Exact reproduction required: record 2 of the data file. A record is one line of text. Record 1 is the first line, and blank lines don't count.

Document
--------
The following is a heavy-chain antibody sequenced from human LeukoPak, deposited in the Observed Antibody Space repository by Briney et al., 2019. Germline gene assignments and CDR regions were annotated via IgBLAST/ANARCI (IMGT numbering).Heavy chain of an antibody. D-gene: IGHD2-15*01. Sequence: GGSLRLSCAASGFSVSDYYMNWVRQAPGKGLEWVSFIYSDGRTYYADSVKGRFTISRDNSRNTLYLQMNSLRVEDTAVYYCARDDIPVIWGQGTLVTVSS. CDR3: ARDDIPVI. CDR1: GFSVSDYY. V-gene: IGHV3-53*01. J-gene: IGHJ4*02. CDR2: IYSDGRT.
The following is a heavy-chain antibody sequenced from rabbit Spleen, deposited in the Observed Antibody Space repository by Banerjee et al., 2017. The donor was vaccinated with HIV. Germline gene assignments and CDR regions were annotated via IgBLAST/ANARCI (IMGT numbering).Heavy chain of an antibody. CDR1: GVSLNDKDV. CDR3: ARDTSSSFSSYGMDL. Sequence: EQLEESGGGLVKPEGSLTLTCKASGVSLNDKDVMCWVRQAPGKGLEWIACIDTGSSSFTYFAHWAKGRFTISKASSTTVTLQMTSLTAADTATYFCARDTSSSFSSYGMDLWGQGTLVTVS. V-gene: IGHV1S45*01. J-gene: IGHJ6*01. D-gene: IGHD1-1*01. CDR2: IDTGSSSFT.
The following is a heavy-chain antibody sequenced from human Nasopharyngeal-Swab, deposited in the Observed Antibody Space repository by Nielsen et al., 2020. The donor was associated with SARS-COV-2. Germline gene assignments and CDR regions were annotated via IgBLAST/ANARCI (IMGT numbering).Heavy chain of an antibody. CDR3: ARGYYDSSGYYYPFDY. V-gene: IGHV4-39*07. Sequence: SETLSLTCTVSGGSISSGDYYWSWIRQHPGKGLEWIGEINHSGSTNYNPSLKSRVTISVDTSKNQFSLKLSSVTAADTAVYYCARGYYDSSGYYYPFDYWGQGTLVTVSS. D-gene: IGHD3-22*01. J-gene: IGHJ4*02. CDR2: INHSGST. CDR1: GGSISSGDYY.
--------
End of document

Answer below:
The following is a heavy-chain antibody sequenced from rabbit Spleen, deposited in the Observed Antibody Space repository by Banerjee et al., 2017. The donor was vaccinated with HIV. Germline gene assignments and CDR regions were annotated via IgBLAST/ANARCI (IMGT numbering).Heavy chain of an antibody. CDR1: GVSLNDKDV. CDR3: ARDTSSSFSSYGMDL. Sequence: EQLEESGGGLVKPEGSLTLTCKASGVSLNDKDVMCWVRQAPGKGLEWIACIDTGSSSFTYFAHWAKGRFTISKASSTTVTLQMTSLTAADTATYFCARDTSSSFSSYGMDLWGQGTLVTVS. V-gene: IGHV1S45*01. J-gene: IGHJ6*01. D-gene: IGHD1-1*01. CDR2: IDTGSSSFT.